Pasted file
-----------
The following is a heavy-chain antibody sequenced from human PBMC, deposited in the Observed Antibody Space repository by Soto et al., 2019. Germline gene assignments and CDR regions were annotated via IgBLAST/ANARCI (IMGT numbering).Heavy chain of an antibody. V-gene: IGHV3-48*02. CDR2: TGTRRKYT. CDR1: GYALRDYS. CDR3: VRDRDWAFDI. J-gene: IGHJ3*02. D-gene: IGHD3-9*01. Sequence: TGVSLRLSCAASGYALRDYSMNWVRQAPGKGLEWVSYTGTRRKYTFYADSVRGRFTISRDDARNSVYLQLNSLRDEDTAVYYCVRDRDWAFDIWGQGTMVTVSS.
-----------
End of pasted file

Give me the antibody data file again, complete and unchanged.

The following is a heavy-chain antibody sequenced from human PBMC, deposited in the Observed Antibody Space repository by Soto et al., 2019. Germline gene assignments and CDR regions were annotated via IgBLAST/ANARCI (IMGT numbering).Heavy chain of an antibody. V-gene: IGHV3-48*02. CDR2: TGTRRKYT. CDR1: GYALRDYS. CDR3: VRDRDWAFDI. J-gene: IGHJ3*02. D-gene: IGHD3-9*01. Sequence: TGVSLRLSCAASGYALRDYSMNWVRQAPGKGLEWVSYTGTRRKYTFYADSVRGRFTISRDDARNSVYLQLNSLRDEDTAVYYCVRDRDWAFDIWGQGTMVTVSS.